Written on behalf of Peter McSherry
Situations can arise where provisions within employment agreements are found to be invalid. On occasion, due to the invalidation of one clause, subsequent clauses are also found to be unenforceable.
This week’s blog considers a recent decision from the Ontario Superior Court of Justice in the case of Henderson v. Slavkin et al. where the Court was tasked with analyzing the validity of three clauses, including a termination clause, within an employment agreement.
Employment agreement non-existent for 25 years
In this case, the employers are two doctors who operated multiple oral surgery dental offices in Ontario. The plaintiff receptionist became employed at one of the offices in 1990 and remained an employee for 30 years before she was terminated in the Spring of 2020.
The employers began developing their plan to retire and started preparing for the eventual sale, or closing, of their practice in 2015. Up until that point, there had been no formal employment agreement in place between the plaintiff and the defendants. However, the employers determined that they wanted to ensure that their staff had clear expectations of what to expect upon their retirement.
Notice sent to staff regarding required contract
In a letter sent to each employee, the employers proposed an employment contract and confirmed that each staff member who signed an employment contract would be paid a one-time additional fee of $500. The letter further stated that if an employee chose not to sign the employment agreement, their employment would be terminated.
The plaintiff argued that three clauses contained within the proposed agreement were illegal and challenged them before the court.
Three clauses challenged by employee
The first clause in question stated that the employee could be terminated without cause at any time and would only be entitled to minimum notice or pay in lieu of notice as prescribed in the Employment Standards Act.
The second clause prohibited employees from having direct or indirect personal interest in areas considered to be in conflict with the employer, including:
“(a) Private or financial interest in an organization with which does business [sic] or which competes with our business interests;
(b) A private or financial interest, direct or indirect, in any concern or activity of ours of which you are aware or ought reasonably to be aware;
(c) Financial interests include the financial interest of your parent, spouse, partner, child or relative, a private corporation of which the [sic] you are a shareholder, director or senior officer, and a partner or other employer;
(d) Engage in unacceptable conduct, including but not limited to soliciting patients for dental work, which could jeopardize the patient’s relationship with us.”
The final clause dealt with confidential information at the practice, prohibiting the use, disclosure, copying, reproduction, or removal of any confidential information whether accidental or on purpose.
Employment contract signed 25 years after employment started
The employee receptionist signed the agreement and continued to work for the employers. However, by early 2019, the employers determined that they would not be able to feasibly sell their practices. The employers advised all employees by way of letter that their employment would be terminated at the end of April 2020.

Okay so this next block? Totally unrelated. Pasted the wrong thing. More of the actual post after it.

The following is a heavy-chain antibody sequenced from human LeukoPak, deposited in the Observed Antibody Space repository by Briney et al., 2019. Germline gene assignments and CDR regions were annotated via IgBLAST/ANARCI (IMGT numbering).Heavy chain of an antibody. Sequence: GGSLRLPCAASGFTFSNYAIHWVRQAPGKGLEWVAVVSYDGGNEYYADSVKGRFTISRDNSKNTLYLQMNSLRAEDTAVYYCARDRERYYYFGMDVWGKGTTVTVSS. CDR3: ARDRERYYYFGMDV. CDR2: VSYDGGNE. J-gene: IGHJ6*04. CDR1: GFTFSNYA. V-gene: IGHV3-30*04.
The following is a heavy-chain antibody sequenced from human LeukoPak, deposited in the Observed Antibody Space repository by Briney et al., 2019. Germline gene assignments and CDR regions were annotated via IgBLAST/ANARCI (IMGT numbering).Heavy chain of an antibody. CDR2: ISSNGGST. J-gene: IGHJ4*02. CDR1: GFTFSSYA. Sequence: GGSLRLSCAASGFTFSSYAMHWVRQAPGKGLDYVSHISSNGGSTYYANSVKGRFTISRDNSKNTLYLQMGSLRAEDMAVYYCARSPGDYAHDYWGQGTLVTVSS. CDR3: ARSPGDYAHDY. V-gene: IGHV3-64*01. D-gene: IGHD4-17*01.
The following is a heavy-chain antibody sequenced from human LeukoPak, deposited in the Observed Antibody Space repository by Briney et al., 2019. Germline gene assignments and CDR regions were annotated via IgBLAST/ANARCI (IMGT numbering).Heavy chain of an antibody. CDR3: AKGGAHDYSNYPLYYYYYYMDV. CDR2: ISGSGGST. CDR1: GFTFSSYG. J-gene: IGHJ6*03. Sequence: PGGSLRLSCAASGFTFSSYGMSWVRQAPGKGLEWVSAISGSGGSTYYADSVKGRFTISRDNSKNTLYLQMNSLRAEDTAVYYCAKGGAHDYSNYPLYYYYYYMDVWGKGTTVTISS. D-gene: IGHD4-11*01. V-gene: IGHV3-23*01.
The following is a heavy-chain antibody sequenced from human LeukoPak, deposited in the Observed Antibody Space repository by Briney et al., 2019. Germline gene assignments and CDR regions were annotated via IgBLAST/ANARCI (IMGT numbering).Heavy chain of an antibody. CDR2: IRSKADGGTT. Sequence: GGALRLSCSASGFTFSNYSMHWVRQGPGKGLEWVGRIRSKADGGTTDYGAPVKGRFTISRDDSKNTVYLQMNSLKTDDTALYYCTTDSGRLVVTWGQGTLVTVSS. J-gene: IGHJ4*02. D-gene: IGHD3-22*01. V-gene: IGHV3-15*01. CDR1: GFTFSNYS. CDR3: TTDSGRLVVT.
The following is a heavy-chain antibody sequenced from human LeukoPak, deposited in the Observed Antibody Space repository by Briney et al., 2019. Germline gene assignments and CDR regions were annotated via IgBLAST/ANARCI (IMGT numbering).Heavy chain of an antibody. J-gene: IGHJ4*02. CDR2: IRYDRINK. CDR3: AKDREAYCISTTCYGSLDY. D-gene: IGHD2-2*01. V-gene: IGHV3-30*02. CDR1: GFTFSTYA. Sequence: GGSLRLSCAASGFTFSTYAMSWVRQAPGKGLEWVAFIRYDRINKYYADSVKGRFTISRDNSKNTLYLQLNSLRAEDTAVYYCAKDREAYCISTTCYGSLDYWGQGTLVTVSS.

The employee, who had worked for the employers for over 30 years, was not satisfied that the contract she had signed the year before was legal, specifically challenging the termination clause.
Two Clauses Found Invalid
The divisional court referenced the 2017 decision of Wood v. Fred Deeley Imports Ltd., from the Ontario Court of Appeal, which addressed termination clauses that limit notice to the minimum contained in the Employment Standards Act (the “Act”). In that decision the Court wrote:
“A termination clause will rebut the presumption of reasonable notice only if its wording is clear, since employees are entitled to know at the beginning of an employment relationship what their employment will be at the end of their employment.”
The Court addressed each of the three clauses that the employee challenged. The Court found that the termination clause was not contrary to the Act.
However, the clause which prohibited employees from having personal interest in areas of conflict of the employer was deemed invalid and set aside due to being overly broad and ambiguous. The Court also found that the clause dealing with confidential information was invalid for the same reasons.
Entire agreement ultimately set aside
The Court held that because two of the challenged clauses were found to be invalid, that the entire contract must be set aside. The employee was subsequently awarded 18 months’ payment in lieu of notice, which was more in line with common law principles as opposed to the statutory minimum contained in the Act.
The duration of notice may have been longer, but a number of items served to mitigate the notice period, including the employee’s move away from the local area and the COVID-19 pandemic, which contributed to uniqueness of this scenario in particular.
Contact Toronto Employment Lawyer Peter A. McSherry for Trusted Advice on Employment Contracts
Peter A. McSherry Employment Lawyer regularly assists employees who are entering into employment contracts their rights and responsibilities are under the contract. We understand that employees may sign an employment contract without having a comprehensive understanding of the entire contract, which can later cause problems between the parties. Our skilled and knowledgeable lawyers regularly assists employees on a variety of employment-related issues, including wrongful dismissal, constructive dismissal, and severance package issues. Conveniently located in Guelph, our firm represents clients throughout the Greater Toronto Area. Contact us online or by phone at 519-821-5465 to schedule a confidential consultation.